I don’t believe the conspiracy theories about Aaron Swartz’s prosecution and death, and neither do the people who were close to him. I heard speculation that he’d been rung up for multiple multi-year charges to pressure him to inform on contacts in the hacker community, Anonymous, or Wikileaks — anyone who could be a clearer criminal or political target. And maybe the US Attorney’s office was deluded enough to think Aaron ran deeper with those groups than he did, that everyone who writes code and is interested in anonymization software is identical and knows what anyone in the collective is up to. But ultimately, the simplest explanation here is the best. The government didn’t need to prosecute a big fish if it could make Aaron look like one. The police don’t need to stop drug kingpins if they can make anyone in a car with drugs look like one. Turning disobedience into felonies becomes the easiest thing in the world.
The prosecutors wanted headlines, conviction statistics, promotions, and to make the public feel that computer crime was important and dangerous but something was being done about it. Aaron Swartz, because of his prominence in the tech community and history with PACER and SOPA, was just notorious enough to get the job done. Aaron Swartz was linkbait.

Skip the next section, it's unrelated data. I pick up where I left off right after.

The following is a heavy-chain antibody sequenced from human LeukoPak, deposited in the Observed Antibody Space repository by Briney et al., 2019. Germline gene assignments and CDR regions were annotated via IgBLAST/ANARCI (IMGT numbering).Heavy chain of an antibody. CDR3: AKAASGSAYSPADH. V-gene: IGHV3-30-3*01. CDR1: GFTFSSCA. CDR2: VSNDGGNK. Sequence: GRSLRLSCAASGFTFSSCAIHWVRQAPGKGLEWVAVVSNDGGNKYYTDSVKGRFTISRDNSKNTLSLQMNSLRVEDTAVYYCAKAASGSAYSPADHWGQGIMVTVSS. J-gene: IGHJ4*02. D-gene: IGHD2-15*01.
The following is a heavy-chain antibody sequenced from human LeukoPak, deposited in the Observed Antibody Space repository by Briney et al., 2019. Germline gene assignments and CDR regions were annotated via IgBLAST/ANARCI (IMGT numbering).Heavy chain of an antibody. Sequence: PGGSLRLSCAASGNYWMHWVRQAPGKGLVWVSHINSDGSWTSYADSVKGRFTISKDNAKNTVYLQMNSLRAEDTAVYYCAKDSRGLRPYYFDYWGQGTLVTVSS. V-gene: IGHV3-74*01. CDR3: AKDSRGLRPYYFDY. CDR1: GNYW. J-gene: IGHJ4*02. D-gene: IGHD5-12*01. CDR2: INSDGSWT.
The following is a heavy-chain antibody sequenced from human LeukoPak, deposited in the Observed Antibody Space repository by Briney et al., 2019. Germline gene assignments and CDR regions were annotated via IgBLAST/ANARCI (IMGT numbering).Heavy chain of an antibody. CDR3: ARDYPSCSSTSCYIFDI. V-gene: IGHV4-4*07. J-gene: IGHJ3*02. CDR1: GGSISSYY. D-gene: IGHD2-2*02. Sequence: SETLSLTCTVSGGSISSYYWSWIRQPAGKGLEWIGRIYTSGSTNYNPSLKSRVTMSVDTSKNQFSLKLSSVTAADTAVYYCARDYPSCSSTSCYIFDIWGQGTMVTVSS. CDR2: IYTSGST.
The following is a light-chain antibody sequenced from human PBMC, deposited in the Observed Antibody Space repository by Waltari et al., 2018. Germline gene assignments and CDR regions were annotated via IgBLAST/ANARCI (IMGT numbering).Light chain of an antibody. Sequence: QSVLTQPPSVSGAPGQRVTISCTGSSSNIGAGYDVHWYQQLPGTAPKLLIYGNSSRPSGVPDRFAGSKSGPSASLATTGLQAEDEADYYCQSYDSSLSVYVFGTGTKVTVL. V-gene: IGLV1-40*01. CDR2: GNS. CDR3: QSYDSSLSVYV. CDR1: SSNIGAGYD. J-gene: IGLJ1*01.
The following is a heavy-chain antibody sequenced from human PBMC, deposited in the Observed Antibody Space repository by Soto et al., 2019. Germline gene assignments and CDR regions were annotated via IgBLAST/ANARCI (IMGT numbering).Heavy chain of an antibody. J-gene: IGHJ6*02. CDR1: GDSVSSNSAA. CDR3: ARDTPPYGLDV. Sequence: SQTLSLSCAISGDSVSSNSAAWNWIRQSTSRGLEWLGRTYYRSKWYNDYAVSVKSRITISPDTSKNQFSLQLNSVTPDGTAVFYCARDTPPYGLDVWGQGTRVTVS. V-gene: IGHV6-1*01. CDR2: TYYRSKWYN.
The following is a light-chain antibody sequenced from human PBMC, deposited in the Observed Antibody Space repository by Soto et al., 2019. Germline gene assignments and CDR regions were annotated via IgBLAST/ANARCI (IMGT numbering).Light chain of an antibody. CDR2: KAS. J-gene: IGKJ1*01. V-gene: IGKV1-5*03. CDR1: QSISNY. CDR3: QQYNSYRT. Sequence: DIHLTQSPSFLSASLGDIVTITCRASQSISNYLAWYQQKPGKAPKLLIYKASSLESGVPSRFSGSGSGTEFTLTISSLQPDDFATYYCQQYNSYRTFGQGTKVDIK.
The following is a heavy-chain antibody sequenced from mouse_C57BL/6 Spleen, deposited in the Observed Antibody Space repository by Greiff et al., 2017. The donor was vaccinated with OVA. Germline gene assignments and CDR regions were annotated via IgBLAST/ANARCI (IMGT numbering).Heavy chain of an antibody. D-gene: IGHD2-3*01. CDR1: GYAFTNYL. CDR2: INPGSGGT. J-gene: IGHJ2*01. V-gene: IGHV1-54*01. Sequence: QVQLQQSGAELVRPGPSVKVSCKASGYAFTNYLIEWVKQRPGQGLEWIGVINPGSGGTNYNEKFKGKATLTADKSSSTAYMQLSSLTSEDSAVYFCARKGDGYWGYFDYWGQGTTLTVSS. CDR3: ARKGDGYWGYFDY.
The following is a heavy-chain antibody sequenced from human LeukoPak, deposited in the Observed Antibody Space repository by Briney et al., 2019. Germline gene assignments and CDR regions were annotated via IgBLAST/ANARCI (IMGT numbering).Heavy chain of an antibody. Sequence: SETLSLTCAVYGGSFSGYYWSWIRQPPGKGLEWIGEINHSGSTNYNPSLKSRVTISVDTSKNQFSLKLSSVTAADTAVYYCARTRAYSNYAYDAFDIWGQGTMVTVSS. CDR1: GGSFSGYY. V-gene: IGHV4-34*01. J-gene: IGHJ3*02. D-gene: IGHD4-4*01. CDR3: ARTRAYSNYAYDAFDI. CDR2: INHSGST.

Aaron Swartz was just notorious enough to get the job done; Aaron Swartz was linkbait
At Aaron’s NYC memorial service, Freedom to Connect’s David Isenberg said something that won’t get out of my mind:
I'm afraid that Aaron's legacy is going to be dumbed down to 'hacker,' 'copyfighter,' the way the media dumbed down the SOPA fight to Google versus the telephone companies.
So let's not forget that Aaron fought the bigger fights: the fight for access, the fight for justice, the fight for democracy, the fight for us, for this community, and for the greater community that is all humankind.
I also keep thinking about a point Aaron’s father made during his eulogy for his son in Chicago, and that Thoughtworks’ Roy Singham reprised in New York. Over and over again, we’ve seen technology companies, whether startups or giants, push the boundaries of the law for their own gain. We celebrate it. We call it “disruption.” The existing commercial powers largely understand its motivations and can deal with it using tools commercial powers understand: civil lawsuits, ad campaigns, market pressure, private agreements, buyouts, and payoffs.
“Aaron's legacy is going to be dumbed down.”